Matt and Cat\'s Isle of Wight Eating Out Guide
Blue Door Cafe, Newport Blue Door Cafe, Newport
This is the full-length version of a shorter review that was first published in the County Press. Blue Door Cafe, Newport

That Spanish plume, eh, coming over here enhancing our English summer. With its thermometer-popping temperatures and Mediterranean humidity, providing the perfect weather for eating outside. For most of you that probably meant bending over a hot barbecue, trying not to splash your novelty apron with the ejaculant of a spitting sausage. For Matt and Cat, it was an excuse to eat breakfast al fresco in the welcome shade of a silver birch tree.

Newport is fast becoming the epicentre of the Island’s pavement cafe culture. Sts Thomas Square is where it’s at with Olivo (say after M&C: “Ohleevoh”), Skintrade, French Franks, and now El Patron amongst those providing outside seating for their customers. Over in St James’ Square, under the watchful eye of Lord Mountbatten, is the Blue Door Cafe. This little cafe has been a fixture in the town longer than Johnny-come-latelys Costa and Starbucks and, judging by the quality (and quantity) of its food, it’ll be there when the chain coffee shops have sloped off back to the mainland.

In M&C’s opinion, Newport is the best place on the Island for lunch – and they know, they’ve tried a lot! There’s plenty to tempt the lunchtime diner, from the brand new and upmarket bistro helmed by Thompsons, to the noodletastic street food from Noodle Pot. At the heart of the town is the Blue Door Cafe; a small but busy daytime venue to which Matt and Cat are quite partial.

On this scorching day, while everyone else was squeezing into their cossies for a day on the beach, Matt and Cat headed inland for a very late breakfast at the Blue Door Cafe. The thing that M&C particularly like about the Blue Door is the personal service. The owners seem to be in it for the long haul and their regulars are clearly valued. Often M&C have witnessed customers greeted by name as they pop in for a cuppa and a chat. Other towns, particularly perhaps the resort places, may need to make their money from visitors during the summer season but BDC keeps going all year round, relying on its regulars.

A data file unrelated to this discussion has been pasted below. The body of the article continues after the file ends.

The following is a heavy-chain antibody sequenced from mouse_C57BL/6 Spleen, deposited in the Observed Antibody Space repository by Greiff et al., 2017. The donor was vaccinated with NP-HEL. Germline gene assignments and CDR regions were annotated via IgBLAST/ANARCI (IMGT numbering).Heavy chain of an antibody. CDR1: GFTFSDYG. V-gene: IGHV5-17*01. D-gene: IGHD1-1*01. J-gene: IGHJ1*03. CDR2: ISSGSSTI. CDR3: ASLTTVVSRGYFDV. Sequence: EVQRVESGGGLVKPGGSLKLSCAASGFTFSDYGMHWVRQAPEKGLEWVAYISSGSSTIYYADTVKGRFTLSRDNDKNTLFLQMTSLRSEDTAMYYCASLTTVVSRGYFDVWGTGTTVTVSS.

Matt and Cat were determined to review the Blue Door Cafe’s breakfast, despite rocking up at the venue at about 2pm. Luckily, it’s an all-day breakfast, so they were not worried about missing out.

Cat placed the order at the counter and, as is the nature of the Blue Door Cafe, paused for a chat with the owner before collecting their cutlery. Unsurprisingly there were plenty of seats free in the cosy interior of the cafe; most patrons had chosen to make the most of the sunny day and the tables outside were bustling. Matt had successfully bagsied chairs in the shade and was already chatting away to the neighbouring occupants. That’s what sets the Blue Door Cafe apart from its counterparts, this feeling of belonging to a friendly community. A pal of Matt and Cat’s has been known to exchange recipes with the cafe’s chef and even M&C are welcomed by name despite their pretence at anonymity.